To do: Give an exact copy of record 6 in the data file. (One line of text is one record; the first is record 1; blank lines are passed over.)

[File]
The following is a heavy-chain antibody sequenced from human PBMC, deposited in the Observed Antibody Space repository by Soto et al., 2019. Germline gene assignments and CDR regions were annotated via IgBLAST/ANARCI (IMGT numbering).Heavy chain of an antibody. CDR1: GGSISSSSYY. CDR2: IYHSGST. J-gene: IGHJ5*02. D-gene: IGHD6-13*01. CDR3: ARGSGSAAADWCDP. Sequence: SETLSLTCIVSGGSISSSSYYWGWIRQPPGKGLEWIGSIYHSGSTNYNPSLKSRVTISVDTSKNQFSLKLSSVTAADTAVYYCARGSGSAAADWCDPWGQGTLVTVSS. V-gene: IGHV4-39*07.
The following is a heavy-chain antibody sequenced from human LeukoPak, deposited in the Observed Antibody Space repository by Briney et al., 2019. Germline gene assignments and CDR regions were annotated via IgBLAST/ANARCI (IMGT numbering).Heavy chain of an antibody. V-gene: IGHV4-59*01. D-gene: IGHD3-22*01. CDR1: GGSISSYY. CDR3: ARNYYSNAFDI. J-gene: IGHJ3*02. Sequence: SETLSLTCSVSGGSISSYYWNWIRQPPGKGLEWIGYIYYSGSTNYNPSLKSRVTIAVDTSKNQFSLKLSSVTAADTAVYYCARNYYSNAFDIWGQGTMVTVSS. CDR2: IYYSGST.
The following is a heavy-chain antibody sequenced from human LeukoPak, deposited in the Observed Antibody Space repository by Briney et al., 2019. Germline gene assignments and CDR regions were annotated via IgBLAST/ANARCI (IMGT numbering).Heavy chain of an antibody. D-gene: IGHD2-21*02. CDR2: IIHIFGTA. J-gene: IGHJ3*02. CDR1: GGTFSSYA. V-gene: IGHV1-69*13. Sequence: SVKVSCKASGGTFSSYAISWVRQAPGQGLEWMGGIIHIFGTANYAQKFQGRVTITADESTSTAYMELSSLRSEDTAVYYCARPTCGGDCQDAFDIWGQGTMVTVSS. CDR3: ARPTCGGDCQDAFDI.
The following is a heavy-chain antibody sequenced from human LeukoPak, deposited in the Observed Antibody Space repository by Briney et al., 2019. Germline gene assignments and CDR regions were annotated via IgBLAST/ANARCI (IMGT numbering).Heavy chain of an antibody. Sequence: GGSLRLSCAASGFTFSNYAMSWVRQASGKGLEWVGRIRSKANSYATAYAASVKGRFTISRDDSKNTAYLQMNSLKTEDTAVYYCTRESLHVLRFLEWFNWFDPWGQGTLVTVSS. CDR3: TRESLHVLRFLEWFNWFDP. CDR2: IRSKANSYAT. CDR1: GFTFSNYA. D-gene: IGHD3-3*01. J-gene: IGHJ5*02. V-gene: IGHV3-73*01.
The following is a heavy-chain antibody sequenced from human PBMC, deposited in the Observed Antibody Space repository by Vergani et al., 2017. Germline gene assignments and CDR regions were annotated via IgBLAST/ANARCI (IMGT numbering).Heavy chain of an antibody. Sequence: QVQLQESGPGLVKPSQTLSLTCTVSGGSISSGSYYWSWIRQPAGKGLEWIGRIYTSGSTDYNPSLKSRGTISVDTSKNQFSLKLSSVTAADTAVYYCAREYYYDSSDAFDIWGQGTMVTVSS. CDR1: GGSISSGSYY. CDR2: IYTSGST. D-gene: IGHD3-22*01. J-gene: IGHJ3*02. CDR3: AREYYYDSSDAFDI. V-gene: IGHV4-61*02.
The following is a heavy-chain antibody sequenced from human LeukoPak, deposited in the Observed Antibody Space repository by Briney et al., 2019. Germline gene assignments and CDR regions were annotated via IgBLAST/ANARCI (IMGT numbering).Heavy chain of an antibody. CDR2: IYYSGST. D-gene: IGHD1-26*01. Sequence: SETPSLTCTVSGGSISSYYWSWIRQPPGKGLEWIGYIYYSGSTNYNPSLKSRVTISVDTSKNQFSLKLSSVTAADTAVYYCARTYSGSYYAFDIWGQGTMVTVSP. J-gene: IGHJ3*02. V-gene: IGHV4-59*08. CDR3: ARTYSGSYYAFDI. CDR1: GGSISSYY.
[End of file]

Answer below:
The following is a heavy-chain antibody sequenced from human LeukoPak, deposited in the Observed Antibody Space repository by Briney et al., 2019. Germline gene assignments and CDR regions were annotated via IgBLAST/ANARCI (IMGT numbering).Heavy chain of an antibody. CDR2: IYYSGST. D-gene: IGHD1-26*01. Sequence: SETPSLTCTVSGGSISSYYWSWIRQPPGKGLEWIGYIYYSGSTNYNPSLKSRVTISVDTSKNQFSLKLSSVTAADTAVYYCARTYSGSYYAFDIWGQGTMVTVSP. J-gene: IGHJ3*02. V-gene: IGHV4-59*08. CDR3: ARTYSGSYYAFDI. CDR1: GGSISSYY.